I’ve only seen the trailer of Starz’s adaptation of American Gods, but that firmly set the face of Ian McShane as default for one of its main characters – Mr. Wednesday, an incarnation of Odin. Ian McShane plays Al Swearengen in HBO’s brilliant – and sadly uncompleted – Deadwood. The mannerisms of that cunning brothel owner suit Mr. Wednesday well, and as books aren’t read in a vacuum, my Mr. Wednesday turned out to be an incarnation of Mr. Swearengen. Kind of fitting for a book about the dark side of Americana, and the casting people of Starz must have thought so too.
American Gods is Neil Gaiman’s most famous and acclaimed book: it won the Hugo, the Locus Fantasy, the Nebula, and the Bram Stoker award. Worlds Without End has it as number 6 of their most read books, and it’s on spot 2 of their list of SFF’s most nominated books.
I guess most people reading this know what the book is about: “gods and mythological creatures exist because people believe in them. Immigrants to the United States brought with them spirits and gods. The power of these mythological beings has diminished as people’s beliefs waned. New gods have arisen, reflecting the American obsessions with media, celebrity, technology, and drugs, among other things.” The book’s protagonist, Shadow, finds himself at the center of a conflict between the old and the new when he is recruited by Mr. Wednesday, just after being released from prison.
I’ve read the 10th anniversary edition, which added 12.000 words that were cut for the first version, and the praise on its back cover leaves no room for doubt: this is speculative fiction of the literary kind. I’ve written about speculative fiction’s obsession with Literature before, so I will not repeat that here, but rest assured, American Gods is no pulp indeed. Not being pulp does not make it a masterpiece either, so let’s start this review already. Continue reading
Judith Merrill called Stand On Zanzibar “the first true SF novel”, and in his introduction to the 2011 edition Bruce Sterling calls parts “radically antinovelistic” and the book in general a “unique formal achievement”. Let me assure you, dear reader, such hyperbole statements are bollocks. I’ve written about some SF-readers’ real literature frustration before, and I won’t repeat all that here. It seems that some people still need to be told that what they are reading is really True Art, and really worth Their Time.
Sterling goes on to compare John Brunner’s first non-pulp novel to George Perec’s 1978 La Vie mode d’emploi in an attempt to make Brunner’s book more formally visionary than it actually is: it predates the English translation of that ‘real’ literature masterpiece by 20 years. While doing so, he almost casually brushes aside the formal comparisons to Dos Passos’ U.S.A., a trilogy from the 1930s that uses the same narrative techniques. Sterling claims Dos Passos doesn’t really count, as he was an “naturalistic” writer, and Brunner “antinaturalistic”. Content is not form in my book, so “unique formal achievement”? Yeah right. And in Dutch Louis Paul Boon already wrote an even more radical cut up book right after WW2.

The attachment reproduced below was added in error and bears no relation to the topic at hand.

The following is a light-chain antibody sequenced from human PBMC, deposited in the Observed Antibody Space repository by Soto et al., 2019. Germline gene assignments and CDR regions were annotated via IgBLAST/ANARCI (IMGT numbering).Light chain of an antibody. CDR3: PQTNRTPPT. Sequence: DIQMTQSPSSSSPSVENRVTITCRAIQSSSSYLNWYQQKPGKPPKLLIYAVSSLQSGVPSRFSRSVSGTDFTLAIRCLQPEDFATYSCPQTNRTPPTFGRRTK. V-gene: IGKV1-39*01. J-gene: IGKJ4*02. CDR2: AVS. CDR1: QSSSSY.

Maybe it was unique in the context of SF. Brunner might have been the first speculative writer to put all these techniques together in one book: I’m not widely enough read in pre 1968 SF to verify this. But its partial techniques were tried & tested, in speculative fiction too. I’m guessing books that alternate the big storylines with smaller storylines or vignettes can be easily found. The habit of inserting made up texts from the future period somebody is writing about is not unheard of either: just look at this list of fictional books Frank Herbert quoted from in the Dune series. Asimov did the same in the early 50ies. And Tolkien had fictional song and verse too.
All this is not to shit on Stand On Zanzibar, as Stand On Zanzibar is a masterpiece.
The Dispossessed is a famous book: it won the Hugo, the Nebula and the Locus awards, and it tackles a tricky subject: politics. It is set in the Hainish universe, on two twin planets. On Anaress, a group of dissidents founded an anarchist syndicalist society that has been going for about 2 centuries when the book starts. The other planet, Urras, has three states, of which the most important ones are modeled on the USA and the Soviet Union.
The book follows Shevek, a brilliant physicist from Anaress who, in a gesture of dissent, travels to Urras, hoping to be able to finish his revolutionary theory about time there.
Theodore Sturgeon praised The Dispossessed, saying “it performs one of [science fiction’s] prime functions, which is to create another kind of social system to see how it would work. Or if it would work.” I don’t fully agree, as I didn’t feel I was transported to another world: the cold war politics alert sign was constantly flashing.
That is my main problem with the novel: it is so obvious, and so obviously about Earth, I always felt Le Guin’s intentions, instead of feeling a story. It is no secret Le Guin has leftist sympathies, and also in this book it is clear where her heart lies: sure, Anaress has its problems, but it is liberal about sex, it is pro-gay, feminist, and people don’t eat meat. There are only two big problems on the planet: it’s arid and doesn’t easily grow food; and the anarchy syndicalist system of the Odonian society slowly evolved into a bureaucracy, with stagnating power structures popping up.
The fact that this book is praised so much seems to me the result of a couple of things, that at the same time explain why The Dispossessed didn’t fully work for me.